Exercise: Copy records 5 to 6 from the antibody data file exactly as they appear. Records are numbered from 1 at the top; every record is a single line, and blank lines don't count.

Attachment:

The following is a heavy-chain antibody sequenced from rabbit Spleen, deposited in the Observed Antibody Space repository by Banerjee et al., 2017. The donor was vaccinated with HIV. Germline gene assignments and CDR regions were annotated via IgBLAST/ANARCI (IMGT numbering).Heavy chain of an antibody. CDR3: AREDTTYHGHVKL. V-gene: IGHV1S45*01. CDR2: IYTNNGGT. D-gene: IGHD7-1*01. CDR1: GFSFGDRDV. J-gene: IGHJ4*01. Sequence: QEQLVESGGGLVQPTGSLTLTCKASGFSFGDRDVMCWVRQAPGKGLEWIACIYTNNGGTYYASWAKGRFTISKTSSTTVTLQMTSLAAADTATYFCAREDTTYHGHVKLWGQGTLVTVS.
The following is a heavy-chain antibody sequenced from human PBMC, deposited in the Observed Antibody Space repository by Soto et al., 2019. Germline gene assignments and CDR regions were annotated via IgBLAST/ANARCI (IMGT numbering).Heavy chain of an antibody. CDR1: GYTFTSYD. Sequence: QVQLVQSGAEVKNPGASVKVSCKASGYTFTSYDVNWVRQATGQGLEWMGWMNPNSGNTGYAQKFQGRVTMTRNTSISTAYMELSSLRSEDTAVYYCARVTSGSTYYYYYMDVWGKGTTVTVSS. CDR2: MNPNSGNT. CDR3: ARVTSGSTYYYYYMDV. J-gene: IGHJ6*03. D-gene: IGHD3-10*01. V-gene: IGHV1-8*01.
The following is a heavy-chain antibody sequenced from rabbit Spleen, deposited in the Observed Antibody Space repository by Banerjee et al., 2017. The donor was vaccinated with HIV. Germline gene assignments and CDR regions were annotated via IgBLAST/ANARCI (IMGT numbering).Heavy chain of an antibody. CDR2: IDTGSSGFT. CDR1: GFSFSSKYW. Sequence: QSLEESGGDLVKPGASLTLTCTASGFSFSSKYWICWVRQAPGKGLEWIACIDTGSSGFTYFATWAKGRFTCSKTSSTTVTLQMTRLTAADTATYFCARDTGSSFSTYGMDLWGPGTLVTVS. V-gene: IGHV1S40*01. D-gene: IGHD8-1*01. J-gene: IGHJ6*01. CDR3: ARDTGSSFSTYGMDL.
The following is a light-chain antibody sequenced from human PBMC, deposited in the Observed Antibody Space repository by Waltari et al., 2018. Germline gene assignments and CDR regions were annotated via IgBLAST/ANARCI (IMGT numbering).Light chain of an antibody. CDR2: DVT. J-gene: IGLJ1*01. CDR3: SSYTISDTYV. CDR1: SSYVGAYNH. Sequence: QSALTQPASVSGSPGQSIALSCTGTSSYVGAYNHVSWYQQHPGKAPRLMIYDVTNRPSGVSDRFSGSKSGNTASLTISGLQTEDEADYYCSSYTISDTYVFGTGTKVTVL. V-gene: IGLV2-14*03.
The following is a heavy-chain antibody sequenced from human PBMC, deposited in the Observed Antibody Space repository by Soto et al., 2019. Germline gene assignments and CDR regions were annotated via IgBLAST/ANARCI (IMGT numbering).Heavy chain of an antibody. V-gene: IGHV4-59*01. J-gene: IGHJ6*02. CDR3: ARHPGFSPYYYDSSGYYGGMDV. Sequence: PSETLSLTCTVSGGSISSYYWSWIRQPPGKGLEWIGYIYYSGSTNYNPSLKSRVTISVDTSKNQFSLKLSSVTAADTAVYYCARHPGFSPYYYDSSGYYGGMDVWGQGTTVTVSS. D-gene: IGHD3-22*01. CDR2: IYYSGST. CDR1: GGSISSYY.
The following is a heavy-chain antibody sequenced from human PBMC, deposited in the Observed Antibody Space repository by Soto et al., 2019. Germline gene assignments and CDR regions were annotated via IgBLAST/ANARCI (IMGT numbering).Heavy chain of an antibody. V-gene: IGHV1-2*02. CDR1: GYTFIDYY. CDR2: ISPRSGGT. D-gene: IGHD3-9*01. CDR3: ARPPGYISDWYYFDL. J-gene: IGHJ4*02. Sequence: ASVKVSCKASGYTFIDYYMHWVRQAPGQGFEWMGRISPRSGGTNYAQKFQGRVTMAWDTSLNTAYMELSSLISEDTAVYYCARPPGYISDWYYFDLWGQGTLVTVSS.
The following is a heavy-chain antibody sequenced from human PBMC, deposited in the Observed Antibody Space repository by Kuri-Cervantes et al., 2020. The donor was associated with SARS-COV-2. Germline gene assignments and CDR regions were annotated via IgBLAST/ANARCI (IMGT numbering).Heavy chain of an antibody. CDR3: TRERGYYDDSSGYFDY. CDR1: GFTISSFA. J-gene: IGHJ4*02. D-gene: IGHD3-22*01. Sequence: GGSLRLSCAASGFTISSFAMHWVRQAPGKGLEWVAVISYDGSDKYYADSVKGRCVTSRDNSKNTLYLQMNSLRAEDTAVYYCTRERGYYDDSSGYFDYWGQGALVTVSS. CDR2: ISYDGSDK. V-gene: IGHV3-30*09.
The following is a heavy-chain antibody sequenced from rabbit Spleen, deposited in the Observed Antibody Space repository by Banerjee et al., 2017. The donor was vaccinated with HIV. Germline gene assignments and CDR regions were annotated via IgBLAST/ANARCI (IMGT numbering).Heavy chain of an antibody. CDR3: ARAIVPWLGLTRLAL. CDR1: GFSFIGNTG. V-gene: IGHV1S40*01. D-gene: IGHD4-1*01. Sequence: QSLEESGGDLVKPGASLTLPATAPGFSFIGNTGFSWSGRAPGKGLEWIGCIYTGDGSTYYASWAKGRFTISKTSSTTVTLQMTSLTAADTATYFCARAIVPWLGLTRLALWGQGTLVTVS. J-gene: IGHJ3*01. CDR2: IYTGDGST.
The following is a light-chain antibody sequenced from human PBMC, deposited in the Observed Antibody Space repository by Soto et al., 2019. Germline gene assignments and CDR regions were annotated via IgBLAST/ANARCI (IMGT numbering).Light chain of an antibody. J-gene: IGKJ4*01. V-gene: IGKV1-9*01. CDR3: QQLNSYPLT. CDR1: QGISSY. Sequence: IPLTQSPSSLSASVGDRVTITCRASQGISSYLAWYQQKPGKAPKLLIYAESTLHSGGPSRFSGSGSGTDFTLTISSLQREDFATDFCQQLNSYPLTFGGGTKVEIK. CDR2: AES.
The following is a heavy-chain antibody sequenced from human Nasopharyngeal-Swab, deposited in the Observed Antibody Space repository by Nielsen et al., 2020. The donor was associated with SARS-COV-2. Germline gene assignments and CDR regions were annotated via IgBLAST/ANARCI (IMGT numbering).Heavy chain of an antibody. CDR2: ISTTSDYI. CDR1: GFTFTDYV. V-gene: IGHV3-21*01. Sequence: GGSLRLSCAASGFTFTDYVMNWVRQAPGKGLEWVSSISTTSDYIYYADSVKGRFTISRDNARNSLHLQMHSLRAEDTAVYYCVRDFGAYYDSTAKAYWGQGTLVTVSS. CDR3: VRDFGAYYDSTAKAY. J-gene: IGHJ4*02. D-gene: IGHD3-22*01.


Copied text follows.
The following is a heavy-chain antibody sequenced from human PBMC, deposited in the Observed Antibody Space repository by Soto et al., 2019. Germline gene assignments and CDR regions were annotated via IgBLAST/ANARCI (IMGT numbering).Heavy chain of an antibody. V-gene: IGHV4-59*01. J-gene: IGHJ6*02. CDR3: ARHPGFSPYYYDSSGYYGGMDV. Sequence: PSETLSLTCTVSGGSISSYYWSWIRQPPGKGLEWIGYIYYSGSTNYNPSLKSRVTISVDTSKNQFSLKLSSVTAADTAVYYCARHPGFSPYYYDSSGYYGGMDVWGQGTTVTVSS. D-gene: IGHD3-22*01. CDR2: IYYSGST. CDR1: GGSISSYY.
The following is a heavy-chain antibody sequenced from human PBMC, deposited in the Observed Antibody Space repository by Soto et al., 2019. Germline gene assignments and CDR regions were annotated via IgBLAST/ANARCI (IMGT numbering).Heavy chain of an antibody. V-gene: IGHV1-2*02. CDR1: GYTFIDYY. CDR2: ISPRSGGT. D-gene: IGHD3-9*01. CDR3: ARPPGYISDWYYFDL. J-gene: IGHJ4*02. Sequence: ASVKVSCKASGYTFIDYYMHWVRQAPGQGFEWMGRISPRSGGTNYAQKFQGRVTMAWDTSLNTAYMELSSLISEDTAVYYCARPPGYISDWYYFDLWGQGTLVTVSS.